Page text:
In November I brought several cards with drawings of monkeys. A common technique to assess the reliability of the interviewee is to include species that do not occur in the area at all. As expected it proved difficult for most of the trackers to recognize monkeys from these drawings, but I had anticipated this, so I also brought pictures. Talapoins are ecologically very similar to the Allen’s swamp monkey (Allenopithecus nigroviridis). Both species live in swamps along big rivers and have a similar diet including a lot of invertebrates. Swamp monkeys and talapoins have been considered as each others ecological equivalents, which makes the possible occurrence of talapoins near Mimia extra exceptional. When I asked the trackers about the monkeys they know, specifically about the kelo, they all told me kelo monkeys occur along big rivers like the Lokoro north of camp. However, the local people don’t hunt these monkeys, so they were not really able to recognize my pictures. Talapoins are the smallest monkeys in Africa (a bit bigger than squirrel monkeys, Saimiri sp.), so I asked the trackers to show me the size of the kelo monkey. They hold there hands about twenty centimeters apart. And how do the calls sound like? High chirps like keskes, the red-tailed guenon (Cercopithecus ascanius whitesidei). This all fits with the hypothesis of the kelo being a talapoin. It got really exciting when the trackers told me stories about kelo monkeys stealing manioc tubers from ponds near the river, as this behaviour is specifically mentioned for talapoins in a French book on the natural history of Central African primates. However, as a good scientist I tried to remain skeptical and consider alternative hypotheses. People might have confused another monkey for a talapoin, leaving the kelo simply as the swamp monkey. Or most spectacular, both species might occur in the region (but maybe not in the same habitat) and the local people might refer to both species as kelo.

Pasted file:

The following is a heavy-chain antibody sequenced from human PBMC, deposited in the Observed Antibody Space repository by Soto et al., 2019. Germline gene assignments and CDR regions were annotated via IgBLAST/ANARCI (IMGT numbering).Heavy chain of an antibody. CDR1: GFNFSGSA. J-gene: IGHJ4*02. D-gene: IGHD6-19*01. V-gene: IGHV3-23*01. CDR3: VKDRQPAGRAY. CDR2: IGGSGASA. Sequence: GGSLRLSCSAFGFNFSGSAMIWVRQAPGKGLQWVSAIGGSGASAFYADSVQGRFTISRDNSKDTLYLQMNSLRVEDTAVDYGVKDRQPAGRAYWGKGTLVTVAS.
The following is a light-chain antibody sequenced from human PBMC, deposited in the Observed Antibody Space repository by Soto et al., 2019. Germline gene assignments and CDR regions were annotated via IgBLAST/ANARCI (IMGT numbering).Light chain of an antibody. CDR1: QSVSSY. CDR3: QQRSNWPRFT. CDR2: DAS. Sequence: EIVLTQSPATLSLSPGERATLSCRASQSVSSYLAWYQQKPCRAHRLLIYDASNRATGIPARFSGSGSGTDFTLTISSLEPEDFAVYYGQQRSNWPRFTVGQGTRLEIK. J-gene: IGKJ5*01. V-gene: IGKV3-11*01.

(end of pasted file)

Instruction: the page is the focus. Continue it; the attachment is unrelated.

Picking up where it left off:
Over the months I tried to gather more information about the kelo monkey. I asked a friend to send in pictures of swamp monkeys, as well as the calls of both talapoin and swamp monkeys. Unfortunately, the trackers in camp didn’t know the calls of both species good enough to be conclusive. When I asked more about the size of the monkey, it turned out that the twenty centimeters they referred to, indicates the width of the animal. Apparently that’s what matters to hunters and therefore that’s how they talk about the size of an animal. I realized I would have to look for kelo monkeys myself to get absolute evidence.